The row over Bournvita last month was spurred by a social-media influencer’s viral video of the product’s allegedly unhealthy sugar content. Following a legal threat from Mondelez International India, which makes Bournvita, the influencer deleted his video and apologised. But on April 26, the National Commission on the Protection of Child Rights issued a letter to Mondelez alleging violations of various Sections of the Consumer Protection Act 2019 and to withdraw all “misleading” advertisements of and packaging on its product.
The issue spotlighted, among other things, the difference between what is advertised and what is presented in fine print.
India has one of the world’s largest burdens of diabetes. Of late, diabetes incidence in rural India has been found to be increasing as well, possibly driven by a stronger correlation between diabetes incidence and awareness (using literacy as a proxy) rather than wealth. Diabetes is a noncommunicable disease rooted in, among other things, lethargic lifestyles, lack of exercise, and the consumption of processed foods and foods of low nutritional value, typically called ‘junk food’. Historically, advertisements of this product type have often resorted to deceptive marketing tactics.
In an apparent effort to curb such tactics on social media platforms, in January 2023, the Department of Consumer Affairs (DoCA) announced guidelines for ‘influencers’ who promote health and wellness products. One of them was that influencers have to disclose their qualifications, implying that if the people at large see that if an influencer has a degree in geology but is promoting a cream to prevent hair loss, they will take the claims with a pinch of salt. But will they?
Every advertisement for a food product is a combination of testing and quality control, marketing and consumer behaviour, and safety and regulations. While the purposes of these forces have been discussed at length, the second merits a closer look for the part played by one particular actor.
During a press conference in June 2021, footballer Cristiano Ronaldo replaced two bottles of Coca Cola from the podium in front of him with a bottle of water, saying “agua”, Portuguese for “water”. His gesture took the world by storm – but it also stood in stark contrast to an advertisement just a month later in which cricketer Jasprit Bumrah appeared in an advertisement in India for a popular aerated beverage.
Similarly, mainstream Bollywood actors have appeared in advertisements for certain products, only terminating their contracts after significant public backlash and/or allegations of surrogate-advertising. At least one of these advertisements continues to air on TV with the same personalities (all of whom are Padma awardees). Some ‘stars’ also appear in advertisements promoting the consumption of aerated beverages and packaged sugary drinks and for FMCG goods that claim to be “Ayurvedic”.
Indeed, there is no “Ayurvedic herb” in traditional medicine at large because herbs are not exclusive to Ayurveda. Yet there are products on the market, like toothpastes, that claim to bring some arbitrary ‘Ayurvedic benefit’ just by including “Ayurvedic herbs” like spices in the admixture. Who checks these claims? Where are the results of the tests of such incremental innovation, if they are conducted at all, published? Who monitors compliance?
Despite the uncertainty over answers to these questions, such products are still marketed and sold because personality-driven marketing is just as potent, if not more, as evidence-based marketing. And the DoCA guidelines need to respond to this fact. Otherwise, only public-spirited scientists and engaged consumers, often operating with fewer resources than those required to meet an FMCG behemoth in court, are left asking the tough questions.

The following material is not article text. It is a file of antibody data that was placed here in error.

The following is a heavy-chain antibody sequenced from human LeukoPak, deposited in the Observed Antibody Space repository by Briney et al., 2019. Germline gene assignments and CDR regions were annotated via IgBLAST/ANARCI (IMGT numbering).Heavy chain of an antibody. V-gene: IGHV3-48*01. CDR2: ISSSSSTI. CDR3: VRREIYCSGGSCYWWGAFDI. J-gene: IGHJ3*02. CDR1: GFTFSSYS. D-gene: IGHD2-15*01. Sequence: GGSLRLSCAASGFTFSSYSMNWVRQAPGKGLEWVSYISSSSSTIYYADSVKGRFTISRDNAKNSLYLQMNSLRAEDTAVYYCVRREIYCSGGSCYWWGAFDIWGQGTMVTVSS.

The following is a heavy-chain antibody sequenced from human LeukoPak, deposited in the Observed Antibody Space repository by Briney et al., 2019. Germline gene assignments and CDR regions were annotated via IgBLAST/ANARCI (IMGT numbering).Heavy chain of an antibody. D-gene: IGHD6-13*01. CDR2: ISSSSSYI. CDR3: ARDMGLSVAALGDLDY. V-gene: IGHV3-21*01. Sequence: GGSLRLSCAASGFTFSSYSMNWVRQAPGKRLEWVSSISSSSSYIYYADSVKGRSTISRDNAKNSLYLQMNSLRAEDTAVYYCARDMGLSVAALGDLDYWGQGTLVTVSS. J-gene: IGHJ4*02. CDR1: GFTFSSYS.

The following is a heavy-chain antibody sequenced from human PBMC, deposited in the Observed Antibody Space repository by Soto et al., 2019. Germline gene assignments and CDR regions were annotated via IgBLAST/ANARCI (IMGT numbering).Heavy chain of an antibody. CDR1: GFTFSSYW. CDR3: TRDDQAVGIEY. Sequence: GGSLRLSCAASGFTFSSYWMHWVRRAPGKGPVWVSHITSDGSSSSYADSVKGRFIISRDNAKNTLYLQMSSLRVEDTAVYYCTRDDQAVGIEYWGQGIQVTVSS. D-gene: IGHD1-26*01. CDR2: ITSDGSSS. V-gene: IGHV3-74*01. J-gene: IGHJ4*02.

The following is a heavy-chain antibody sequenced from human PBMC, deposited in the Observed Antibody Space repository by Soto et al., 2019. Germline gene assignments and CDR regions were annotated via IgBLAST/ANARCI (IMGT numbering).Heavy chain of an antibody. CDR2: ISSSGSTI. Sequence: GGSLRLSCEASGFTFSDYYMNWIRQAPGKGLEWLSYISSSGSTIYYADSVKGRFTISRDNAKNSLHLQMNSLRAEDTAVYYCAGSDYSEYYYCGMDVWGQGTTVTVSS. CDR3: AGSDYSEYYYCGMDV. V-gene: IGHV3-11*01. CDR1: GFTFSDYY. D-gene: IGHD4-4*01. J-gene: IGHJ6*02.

Taste the medicine
We must also ask whether personalities consume the products they advertise – less as evidence of their “due diligence”, in the DoCA’s words, and more because of the class-stratified access to healthy foods as well as to the knowledge required to interpret the information presented in food labels, in India.
Even when the actual nutritional information is printed in small font on the back of a bottle or packet, not everyone possesses the literacy to understand and interpret that information right.
For example, say a large study (that is subsequently also replicated) reports in a major journal that substance X is associated with a significant adverse effect. In order to avoid a food product that contains X in future (assuming India’s food standards are yet to catch up), a person will have to locate and read the label, understand and properly interpret the metric details, and be aware of the journal, the paper, and its findings. This requires at least good news literacy and ideally scientific literacy. The persons we can expect to have the former, if not the latter, are the country’s wealthier, more learned citizens.
Sportspersons and film actors place a premium on their fitness and work with specialists like nutritionists and physical therapists to tailor and optimise their eating habits. Do these habits include sugary drinks et al.? Because if they don’t, these individuals should think twice before agreeing to promote these products in the first place, rather than backing out after advertisements have been filmed and aired.
After the Bournvita row erupted, experts and activists berated the Food Safety and Standards Authority of India for its lacklustre monitoring of compliance by food business operators and unwillingness to initiate punitive action. Between these concerns and the DoCA stopping short of empowering those producing evidence-based criticism of unhealthy foods, there is a mismatch between advertising practices and consumer safety, and effectively India’s efforts to curb the rise of diabetes and other similar diseases.
The people at large could use the help of their celebrities to bridge this gap.